Ovid’s Art of Love. In Three Books. Together with His Remedy of Love. Translated Into English Verse By Dryden, Congreve, and Others. To Which are Added The Court of Love, a Tale, from Chaucer and the History of Love, Ovid, Maynwaring, Hopkins, translated by Dryden & Congreve (Printed for Jacob & Richard Tonson, London, 1764)
4″x6.75″, 7+265pp, gilt edges, beautiful decorative full red Moroccan leather binding by master binder Canape, 5 raised bands, gilt titles and decorations including boarder of paste-down, marbled boards, very good condition for age, frontispieces for each work, engraver unknown.
This book contains an English translation of Ovid’s Book of Love and two works in the style of Ovid: Chaucer’s The Court, by Arthur Maynwaring, and the History of Love by Charles Hopkins.
The Art of Love (Ars amatorial) is an instructional elegy series written in 2 AD in three books by the ancient Roman poet Ovid. Book 1 shows a man how to find a woman. In book two, Ovid shows how to keep her. The third book, written two years after the first books were published, Ovid gives women advice on how to win and keep the love of a man.
Arthur Maynwaring (1668-1712) of Ightfield, Shropshire, was an English official and Whig politician who sat in the English and British House of Commons from 1706 to 1712. He was also a journalist and a polemic political author. In this work he paraphrases Chaucer’s The Court of Love using the poetic style of Ovid.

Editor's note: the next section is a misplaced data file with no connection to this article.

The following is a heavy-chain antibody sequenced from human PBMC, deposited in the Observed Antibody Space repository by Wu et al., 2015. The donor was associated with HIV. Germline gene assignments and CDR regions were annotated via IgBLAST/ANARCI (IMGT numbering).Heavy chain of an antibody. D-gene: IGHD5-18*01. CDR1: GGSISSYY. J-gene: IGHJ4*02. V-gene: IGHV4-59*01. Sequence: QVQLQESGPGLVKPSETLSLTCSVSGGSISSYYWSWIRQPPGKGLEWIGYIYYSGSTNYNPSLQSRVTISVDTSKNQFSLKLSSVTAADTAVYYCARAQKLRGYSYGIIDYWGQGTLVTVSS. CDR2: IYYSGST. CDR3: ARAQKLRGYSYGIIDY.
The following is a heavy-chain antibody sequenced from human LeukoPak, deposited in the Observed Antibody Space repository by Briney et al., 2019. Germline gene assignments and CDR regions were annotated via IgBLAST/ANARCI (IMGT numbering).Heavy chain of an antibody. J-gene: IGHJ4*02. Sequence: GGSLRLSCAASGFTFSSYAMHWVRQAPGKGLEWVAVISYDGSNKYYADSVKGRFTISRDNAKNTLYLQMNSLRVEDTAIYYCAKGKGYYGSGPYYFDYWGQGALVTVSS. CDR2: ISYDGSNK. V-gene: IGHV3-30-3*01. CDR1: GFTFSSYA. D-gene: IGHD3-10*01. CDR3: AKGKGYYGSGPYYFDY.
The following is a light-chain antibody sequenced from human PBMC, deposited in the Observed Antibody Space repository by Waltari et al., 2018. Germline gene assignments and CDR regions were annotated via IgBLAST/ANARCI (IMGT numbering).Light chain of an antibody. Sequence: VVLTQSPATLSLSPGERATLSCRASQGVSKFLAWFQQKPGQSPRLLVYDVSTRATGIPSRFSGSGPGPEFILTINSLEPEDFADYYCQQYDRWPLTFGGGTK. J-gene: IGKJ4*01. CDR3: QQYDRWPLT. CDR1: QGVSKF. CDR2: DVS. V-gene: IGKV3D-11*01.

Charles Hopkins (1664?–1700?) was an Anglo-Irish poet and dramatist. The elder son of Ezekiel Hopkins, bishop of Derry, he was born about 1664 at Exeter and was taken early to Ireland. He was educated at Trinity College, Dublin, and then at Queens’ College, Cambridge, where he graduated B.A. 1688. Returning to Ireland Hopkins engaged in military service. He subsequently settled in England, and gained some reputation as a writer of poems and plays. Giles Jacob in the Poetical Register says that he might have made a fortune in any scene of life, but was unmotivated. His death aged 35, about the beginning of 1700, was put down to a “debauched lifestyle”. The full title to his contribution to this work is History of Love. A poem in a letter to a lady. The letter is addressed to “Her Grace the Dutchess of Grafton” who was Isabella Bennet FitzRoy (1668 -1723). It was originally published in 1695.
Considered one of France’s master binders, Georges Canape, Georges (1864-1940) is the son of the bookbinder Pierre Jules Canape established in rue du Bac. He inherited his father’s workshop in 1894 and also became a gilder. Canape follows the Art Nouveau movement of its time. Around 1927, he joined forces with the bookbinder Corriez.
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